04:16

Cambodian society wasn't built for
people with disabilities.

04:22

So living with a disability is hard.

04:27

We need to build a society that's
comfortable for everyone.

04:36

In 2006, Samith spent a year in Japan studying welfare for disabled people.

04:44

After returning, he launched an NGO and took on a range of activities,

04:48

such as improving local accessibility.

04:54

He also opened a food processing plant to create employment opportunities.

05:03

There are no steps.

05:05

We've made it easy for people
in wheelchairs to work here.

05:13

The plant has plenty of space to maneuver.

05:17

And work surfaces are lower.

05:19

It's designed to be a comfortable place to work from a wheelchair.

05:26

The plant produces dried foods, such as fruit.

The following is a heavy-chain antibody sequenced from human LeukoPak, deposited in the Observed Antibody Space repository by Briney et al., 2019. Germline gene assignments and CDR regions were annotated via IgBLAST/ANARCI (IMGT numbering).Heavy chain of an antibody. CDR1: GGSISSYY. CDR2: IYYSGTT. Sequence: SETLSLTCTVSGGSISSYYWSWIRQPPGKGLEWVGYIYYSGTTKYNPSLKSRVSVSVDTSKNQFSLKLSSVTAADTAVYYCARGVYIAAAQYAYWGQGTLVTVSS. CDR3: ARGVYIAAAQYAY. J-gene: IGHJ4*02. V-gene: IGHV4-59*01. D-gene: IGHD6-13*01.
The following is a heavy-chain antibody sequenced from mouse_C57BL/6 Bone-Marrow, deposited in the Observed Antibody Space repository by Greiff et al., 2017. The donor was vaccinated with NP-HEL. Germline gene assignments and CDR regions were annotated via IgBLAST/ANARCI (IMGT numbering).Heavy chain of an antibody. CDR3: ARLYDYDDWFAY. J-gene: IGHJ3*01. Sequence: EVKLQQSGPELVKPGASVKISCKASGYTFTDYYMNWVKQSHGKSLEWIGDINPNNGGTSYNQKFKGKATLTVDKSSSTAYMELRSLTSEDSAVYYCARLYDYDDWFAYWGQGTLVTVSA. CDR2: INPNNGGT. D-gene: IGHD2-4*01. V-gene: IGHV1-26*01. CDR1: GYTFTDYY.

05:33

Samith used the matching service three years ago,

05:36

as he was facing difficulties with his business.

05:41

I didn't think I'd be able to
keep the business going.

05:51

At the time, dried mango was his main product.

05:55

Samith marketed it as a Cambodian specialty.

06:00

But sales were poor, with some customers unwilling to embrace a product made by disabled people.

06:12

That's when Harahata stepped in and made an introduction.

06:20

Nukui Wakana runs shops in Cambodia selling locally made items.

06:25

This kind of introduction is one of Harahata's organization's strengths.

06:31

They match Cambodian social entrepreneurs and Japanese companies,

06:35

with the goal of taking on social challenges.

06:44

Wakana gave me advice about
flavor and packaging.

06:55

The new-and-improved dried mangoes are now sold in department stores.

07:02

I was really proud of our product
being accepted.

07:07

It's made by people with disabilities,
right here in Cambodia.